It is imperative to comprehend that these principles are interconnected and must be scrupulously observed for an attack to be considered legitimate.
Unfortunately, on numerous occasions, we bear witness to heinous situations within armed conflicts. IHL demands the absolute protection of civilians unless they are directly participating in hostilities. For instance, a civilian who engages in shooting a weapon or providing military information loses their protected status, rendering them a legitimate target for the enemy and potentially placing the broader civilian population in jeopardy.
In cases where a party employs a protected structure for hostile actions against the enemy, such as establishing a command center or an artillery battery, it transforms it into a military target and becomes susceptible to a legitimate attack, given its effective contribution to provide a specific military advantage. Every party is mandated to protect their own civilians from the impact of enemy attacks or situations leading to a loss of protection.
Consider the example of a sniper firing from a high-rise building: the Proportionality principle does not justify employing a large-scale bomb causing indiscriminate damage and civilian casualties.
Instead, a more precise approach should be adopted to minimize civilian suffering.
Criminal responsibility for war crimes lies with the individuals who bear authorship, not the states. States are responsible for ensuring that their forces adhere to and enforce IHL, and they are duty-bound to compensate or rectify the damage caused by such crimes. War crimes are subject to investigation on an operation-by-operation basis and are tried individually.
Moreover, if military leaders, be they generals, heads of state, or prime ministers, were aware or should have been aware of violations of IHL, they bear responsibility for the actions of their subordinates. The subordinates, in turn, cannot seek refuge in blind obedience to justify their actions if the orders they received were patently unlawful.
However, when it comes to human rights, it is the state, not the individual, that carries the responsibility for compliance. In the context of armed conflict, a state can only guarantee human rights within areas under its jurisdiction, not in regions where another state or non-state group exercises authority.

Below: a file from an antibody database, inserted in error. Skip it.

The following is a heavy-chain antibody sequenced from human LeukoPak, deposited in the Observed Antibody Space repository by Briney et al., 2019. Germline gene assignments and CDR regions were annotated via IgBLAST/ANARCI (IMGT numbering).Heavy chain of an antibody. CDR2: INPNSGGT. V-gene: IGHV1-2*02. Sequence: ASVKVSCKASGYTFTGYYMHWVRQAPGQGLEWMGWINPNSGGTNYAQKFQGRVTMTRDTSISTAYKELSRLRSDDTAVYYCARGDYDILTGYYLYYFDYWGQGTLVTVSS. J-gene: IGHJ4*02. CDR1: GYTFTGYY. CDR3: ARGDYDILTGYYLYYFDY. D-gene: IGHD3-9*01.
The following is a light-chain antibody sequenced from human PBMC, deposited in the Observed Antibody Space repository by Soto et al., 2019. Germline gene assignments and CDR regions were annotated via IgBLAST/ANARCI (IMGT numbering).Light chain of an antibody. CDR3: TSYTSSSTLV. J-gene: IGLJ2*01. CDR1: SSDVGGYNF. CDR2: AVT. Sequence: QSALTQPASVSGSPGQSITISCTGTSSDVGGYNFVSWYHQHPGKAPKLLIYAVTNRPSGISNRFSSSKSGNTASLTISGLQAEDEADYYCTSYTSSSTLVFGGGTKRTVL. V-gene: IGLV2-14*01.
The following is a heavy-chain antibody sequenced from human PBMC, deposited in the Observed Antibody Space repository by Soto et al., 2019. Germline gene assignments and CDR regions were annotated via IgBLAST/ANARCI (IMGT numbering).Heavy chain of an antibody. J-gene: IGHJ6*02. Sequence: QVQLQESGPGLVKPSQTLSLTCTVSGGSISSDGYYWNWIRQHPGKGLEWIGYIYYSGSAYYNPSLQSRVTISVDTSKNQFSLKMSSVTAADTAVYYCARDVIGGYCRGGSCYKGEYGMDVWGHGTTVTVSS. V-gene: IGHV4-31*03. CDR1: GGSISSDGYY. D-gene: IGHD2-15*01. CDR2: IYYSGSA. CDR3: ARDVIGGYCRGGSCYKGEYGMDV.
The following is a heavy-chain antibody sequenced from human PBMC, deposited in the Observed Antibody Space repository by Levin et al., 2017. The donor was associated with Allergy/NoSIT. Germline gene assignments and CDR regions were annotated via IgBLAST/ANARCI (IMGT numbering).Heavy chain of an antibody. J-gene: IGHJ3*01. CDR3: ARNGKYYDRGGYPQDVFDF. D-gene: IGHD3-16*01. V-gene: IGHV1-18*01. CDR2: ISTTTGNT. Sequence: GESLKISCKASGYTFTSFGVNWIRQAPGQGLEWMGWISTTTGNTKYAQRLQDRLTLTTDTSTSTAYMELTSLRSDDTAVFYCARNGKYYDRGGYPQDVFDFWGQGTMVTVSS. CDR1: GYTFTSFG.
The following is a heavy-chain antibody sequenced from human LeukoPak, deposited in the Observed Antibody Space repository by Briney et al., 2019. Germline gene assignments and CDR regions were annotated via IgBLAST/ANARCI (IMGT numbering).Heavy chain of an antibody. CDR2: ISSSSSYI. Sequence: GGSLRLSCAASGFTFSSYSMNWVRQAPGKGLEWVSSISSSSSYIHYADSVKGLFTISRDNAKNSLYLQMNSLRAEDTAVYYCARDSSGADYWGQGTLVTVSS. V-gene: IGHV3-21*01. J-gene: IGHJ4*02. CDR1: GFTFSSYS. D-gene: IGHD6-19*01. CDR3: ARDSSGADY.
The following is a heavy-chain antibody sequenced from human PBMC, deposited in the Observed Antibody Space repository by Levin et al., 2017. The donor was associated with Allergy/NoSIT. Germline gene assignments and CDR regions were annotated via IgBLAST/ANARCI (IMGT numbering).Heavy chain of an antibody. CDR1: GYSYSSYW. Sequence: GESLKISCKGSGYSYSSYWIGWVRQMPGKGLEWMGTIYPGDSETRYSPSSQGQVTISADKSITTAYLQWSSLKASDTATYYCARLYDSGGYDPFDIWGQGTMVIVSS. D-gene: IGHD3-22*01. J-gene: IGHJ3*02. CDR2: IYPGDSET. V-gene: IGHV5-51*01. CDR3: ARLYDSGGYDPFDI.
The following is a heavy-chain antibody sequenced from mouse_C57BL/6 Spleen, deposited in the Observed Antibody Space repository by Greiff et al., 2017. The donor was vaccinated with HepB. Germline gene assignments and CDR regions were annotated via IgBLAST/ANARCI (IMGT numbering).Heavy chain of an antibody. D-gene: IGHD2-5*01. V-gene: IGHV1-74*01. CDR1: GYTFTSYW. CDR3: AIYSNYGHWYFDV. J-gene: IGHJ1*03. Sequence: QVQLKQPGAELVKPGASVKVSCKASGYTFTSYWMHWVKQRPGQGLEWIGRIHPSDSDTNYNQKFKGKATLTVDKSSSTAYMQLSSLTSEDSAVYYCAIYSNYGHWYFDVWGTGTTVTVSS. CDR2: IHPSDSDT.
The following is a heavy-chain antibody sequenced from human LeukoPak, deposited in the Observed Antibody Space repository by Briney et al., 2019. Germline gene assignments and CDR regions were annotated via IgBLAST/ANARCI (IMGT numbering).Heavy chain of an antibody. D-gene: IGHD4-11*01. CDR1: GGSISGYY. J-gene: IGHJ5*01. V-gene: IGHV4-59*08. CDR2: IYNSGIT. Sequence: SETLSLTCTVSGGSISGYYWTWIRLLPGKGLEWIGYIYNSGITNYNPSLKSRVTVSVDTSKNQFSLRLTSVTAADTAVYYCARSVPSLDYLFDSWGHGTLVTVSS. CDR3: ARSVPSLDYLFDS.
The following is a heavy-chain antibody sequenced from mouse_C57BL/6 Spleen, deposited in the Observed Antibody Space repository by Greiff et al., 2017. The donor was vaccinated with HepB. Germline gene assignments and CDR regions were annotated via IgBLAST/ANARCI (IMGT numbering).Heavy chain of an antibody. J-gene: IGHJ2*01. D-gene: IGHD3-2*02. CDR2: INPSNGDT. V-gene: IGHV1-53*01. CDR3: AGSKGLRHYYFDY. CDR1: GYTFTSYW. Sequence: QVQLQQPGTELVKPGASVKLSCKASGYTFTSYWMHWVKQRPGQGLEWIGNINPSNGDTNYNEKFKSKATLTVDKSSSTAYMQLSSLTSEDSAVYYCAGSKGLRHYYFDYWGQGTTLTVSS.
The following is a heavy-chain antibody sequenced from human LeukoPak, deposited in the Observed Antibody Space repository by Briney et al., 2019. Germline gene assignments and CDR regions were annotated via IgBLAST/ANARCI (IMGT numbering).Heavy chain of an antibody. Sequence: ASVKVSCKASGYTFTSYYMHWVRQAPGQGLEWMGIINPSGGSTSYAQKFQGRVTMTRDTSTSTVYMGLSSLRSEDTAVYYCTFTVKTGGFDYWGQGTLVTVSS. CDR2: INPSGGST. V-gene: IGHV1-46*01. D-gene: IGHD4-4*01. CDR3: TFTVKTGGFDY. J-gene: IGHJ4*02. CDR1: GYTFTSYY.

Frequently, violations of human rights are erroneously categorized when they are, in fact, violations of IHL. The peril lies in addressing them solely as human rights violations, potentially allowing those individuals who commit and order such crimes to escape accountability.
It is essential to understand that IHL does not entertain the concept of reciprocity; conditions akin to “as long as you do not do this, I will not do or allow the other” cannot be established. For example, the parties have an obligation to let humanitarian aid through and this cannot be made conditional on another action by the opposing party.
The onus of ensuring compliance lies with the states. They are mandated to respect and ensure respect with the conventions. The International Criminal Court (ICC) plays a pivotal role and exercises its jurisdiction when national courts are either unable or unwilling to prosecute those responsible.
The ICC’s existence, coupled with the cases it has adjudicated to date, serves as a preventive and deterrent force against the commission of fresh crimes, thereby narrowing the spaces of impunity. In instances where IHL is disregarded, states, civil society, the ICC, and other stakeholders must exert pressure on the parties to ensure compliance.
There are limits as to what is acceptable in armed conflicts, as the International Committee of the Red Cross details: “Even war has limits.” This responsibility extends from states to individuals, each sharing in the duty to actively and passively safeguard civilians and civilian objects, ultimately ensuring that the principles of humanity endure even during the darkest chapters of our history.